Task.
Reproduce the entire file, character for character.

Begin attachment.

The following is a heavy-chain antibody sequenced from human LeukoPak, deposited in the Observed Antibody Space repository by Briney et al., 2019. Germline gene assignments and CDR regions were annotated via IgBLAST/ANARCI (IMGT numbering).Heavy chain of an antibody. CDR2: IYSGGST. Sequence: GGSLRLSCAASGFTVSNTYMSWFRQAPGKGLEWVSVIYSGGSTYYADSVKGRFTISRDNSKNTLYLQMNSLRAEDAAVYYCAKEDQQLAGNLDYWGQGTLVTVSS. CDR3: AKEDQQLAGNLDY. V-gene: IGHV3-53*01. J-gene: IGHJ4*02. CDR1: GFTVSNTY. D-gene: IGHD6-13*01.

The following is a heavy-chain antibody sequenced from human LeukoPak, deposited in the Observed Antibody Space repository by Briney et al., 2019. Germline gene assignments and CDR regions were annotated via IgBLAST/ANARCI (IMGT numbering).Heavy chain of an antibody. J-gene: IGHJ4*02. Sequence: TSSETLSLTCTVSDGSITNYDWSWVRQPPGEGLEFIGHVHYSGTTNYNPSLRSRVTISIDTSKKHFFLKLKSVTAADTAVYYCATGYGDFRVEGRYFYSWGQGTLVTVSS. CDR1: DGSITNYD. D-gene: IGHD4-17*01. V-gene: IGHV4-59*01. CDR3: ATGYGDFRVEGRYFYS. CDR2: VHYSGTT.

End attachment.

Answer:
The following is a heavy-chain antibody sequenced from human LeukoPak, deposited in the Observed Antibody Space repository by Briney et al., 2019. Germline gene assignments and CDR regions were annotated via IgBLAST/ANARCI (IMGT numbering).Heavy chain of an antibody. CDR2: IYSGGST. Sequence: GGSLRLSCAASGFTVSNTYMSWFRQAPGKGLEWVSVIYSGGSTYYADSVKGRFTISRDNSKNTLYLQMNSLRAEDAAVYYCAKEDQQLAGNLDYWGQGTLVTVSS. CDR3: AKEDQQLAGNLDY. V-gene: IGHV3-53*01. J-gene: IGHJ4*02. CDR1: GFTVSNTY. D-gene: IGHD6-13*01.

The following is a heavy-chain antibody sequenced from human LeukoPak, deposited in the Observed Antibody Space repository by Briney et al., 2019. Germline gene assignments and CDR regions were annotated via IgBLAST/ANARCI (IMGT numbering).Heavy chain of an antibody. J-gene: IGHJ4*02. Sequence: TSSETLSLTCTVSDGSITNYDWSWVRQPPGEGLEFIGHVHYSGTTNYNPSLRSRVTISIDTSKKHFFLKLKSVTAADTAVYYCATGYGDFRVEGRYFYSWGQGTLVTVSS. CDR1: DGSITNYD. D-gene: IGHD4-17*01. V-gene: IGHV4-59*01. CDR3: ATGYGDFRVEGRYFYS. CDR2: VHYSGTT.